As the artist explained, the last Bach piece challenges the pianist, because it combines pedal and two organ keyboards into two hands on one piano keyboard. Similarly, the “Tic-toc-choc” has been used as a pianist showpiece that combines two independent voices on a two-manual harpsichord into one keyboard on the piano (by pianists such as Grigory Sokolow or Alexandre Tharaud). It looks as if the fingers of the two hands end up almost interwoven, as the two voices are frequently crossing each other.
Baranova remained close to the original, with very few deviations. However, she didn’t try exposing artistic and articulative trickery (as Sokolov does), rather chose a fast, fluent tempo and articulation. Undoubtedly she was very virtuosic in the semiquaver figures, yet strongly highlighting the mostly punctuated melody.
Les Baricades Mistérieuses — La muse-Palantine
An iconic, mysterious piece: the meaning of the title has not been “decoded”. It’s reflective, melancholic and pensive music in the original. Here, Baranova started with the bass line, then only joined in with the right hand, while at the same time adding syncopation. In no time, the music involved into another “composed Jazz improvisation”, swinging, with power and drive, into the heat of a virtuosic climax, then immediately returned to Couperin’s original.
A jazzy, Boogie-like bass line led into “La muse-Palantine“. It was rather hidden within a swinging Jazz enclosure, building up to a playful, yet virtuosic, complex rhythmic texture over a bass ostinato.
Le carillon de Cithére — Muséte de Taverni
The “carillon” started off in the atmosphere of a Pastorale, with Musette-like elements, gradually adding syncopes, swinging, the a very virtuosic, jazzy solo line. It was undoubtedly brilliant! There was also a segment with ostinato repetition of short motifs, reminding of Minimal Music. The concert concluded with another virtuosic, artful Jazz fantasy, based on the “Muséte de Taverni” (Musette). That was quite far from Couperin, obviously, but fulminant, artful, and again brilliant.
As encore, Marina Baranova switched even more into the Jazz world, in a piece that—as she mentioned—referred to the tale of a firebird. Another, virtuosic fantasy that went through two climaxes. The music occasionally alluded to classical melody pattern / motifs. One could see it as a high-level, artistic Jazz composition.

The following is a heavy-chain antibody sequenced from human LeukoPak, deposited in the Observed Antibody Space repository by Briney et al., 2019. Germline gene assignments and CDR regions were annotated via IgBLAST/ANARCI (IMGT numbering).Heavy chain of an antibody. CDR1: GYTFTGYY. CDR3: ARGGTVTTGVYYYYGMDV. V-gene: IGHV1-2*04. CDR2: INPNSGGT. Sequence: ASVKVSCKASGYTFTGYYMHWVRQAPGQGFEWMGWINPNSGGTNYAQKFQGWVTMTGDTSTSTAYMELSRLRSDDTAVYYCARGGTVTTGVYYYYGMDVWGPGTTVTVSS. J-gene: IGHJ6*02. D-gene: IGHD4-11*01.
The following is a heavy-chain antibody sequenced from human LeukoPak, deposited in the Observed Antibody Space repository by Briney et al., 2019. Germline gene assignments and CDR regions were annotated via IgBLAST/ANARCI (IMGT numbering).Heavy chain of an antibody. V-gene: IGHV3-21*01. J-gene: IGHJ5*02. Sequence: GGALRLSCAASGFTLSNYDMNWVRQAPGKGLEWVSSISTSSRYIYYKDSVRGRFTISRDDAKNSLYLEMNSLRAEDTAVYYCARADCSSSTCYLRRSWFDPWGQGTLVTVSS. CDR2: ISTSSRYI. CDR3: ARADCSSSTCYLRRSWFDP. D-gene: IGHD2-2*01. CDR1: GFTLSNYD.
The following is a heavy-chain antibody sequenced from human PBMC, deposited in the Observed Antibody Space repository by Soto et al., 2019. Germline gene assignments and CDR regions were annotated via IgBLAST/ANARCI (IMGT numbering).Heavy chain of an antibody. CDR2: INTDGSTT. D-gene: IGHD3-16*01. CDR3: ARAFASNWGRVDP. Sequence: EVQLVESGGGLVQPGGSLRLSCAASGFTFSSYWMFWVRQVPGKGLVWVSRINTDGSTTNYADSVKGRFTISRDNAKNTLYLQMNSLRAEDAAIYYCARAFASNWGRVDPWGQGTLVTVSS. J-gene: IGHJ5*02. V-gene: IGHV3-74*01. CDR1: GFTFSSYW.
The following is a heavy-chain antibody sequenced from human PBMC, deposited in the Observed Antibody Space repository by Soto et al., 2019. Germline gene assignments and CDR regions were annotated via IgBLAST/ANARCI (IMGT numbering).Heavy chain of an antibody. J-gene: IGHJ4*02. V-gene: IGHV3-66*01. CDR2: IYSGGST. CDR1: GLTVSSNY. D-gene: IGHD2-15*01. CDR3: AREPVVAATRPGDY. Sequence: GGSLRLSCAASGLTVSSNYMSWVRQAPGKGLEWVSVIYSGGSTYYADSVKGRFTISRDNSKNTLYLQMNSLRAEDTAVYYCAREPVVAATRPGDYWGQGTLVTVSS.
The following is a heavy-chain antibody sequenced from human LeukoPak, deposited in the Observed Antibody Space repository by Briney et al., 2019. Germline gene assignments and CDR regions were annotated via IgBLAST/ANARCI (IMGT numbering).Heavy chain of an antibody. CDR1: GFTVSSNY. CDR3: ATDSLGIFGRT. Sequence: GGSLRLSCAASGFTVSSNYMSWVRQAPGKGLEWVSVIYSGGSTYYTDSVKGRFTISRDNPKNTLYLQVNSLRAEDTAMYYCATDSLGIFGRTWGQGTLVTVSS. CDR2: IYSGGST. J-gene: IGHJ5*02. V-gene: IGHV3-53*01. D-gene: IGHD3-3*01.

I have one reservation about Marina Baranova’s Hypersuites. She mentioned that she picked her favorite baroque pieces as a basis for these suites. One could call this “cherry picking”. That certainly isn’t something one can object to—in principle. And from a Jazz point-of-view, Baranova’s compositions are definitely brilliant, her technical and artistic skills, including those as a composer, are excellent.
My quibble with the Hypersuites is that for one, placing that many musical gems / baroque highlights next to each other may lead to a certain saturation. Also, some of the pieces (I’m thinking of “Les Baricades Mystérieuses“, or several of the Bach pieces) lose depth. They largely are deprived of their contemplative aspects. When looking at this performance from the classical / baroque point-of-view, I think that Baranova’s approach works better for the playful, artistic pieces, maybe a little less so for reflective, contemplative original compositions. But again: no objections when looking at this from a Jazz perspective!
In closing, let me step back for a moment. I should say that I like Jazz, but I’m far from being an expert. I regard this genre as just outside of the horizon of my scope of interest. Not because I’m not interested enough, but because I have only one life, there is so much music. Actually much, much more than I can ever possibly cover in my limited scope. Hence, decades ago, I have decided not to devote much (if any) time to Jazz. Despite all this, it was a very interesting, fascinating concert evening / experience!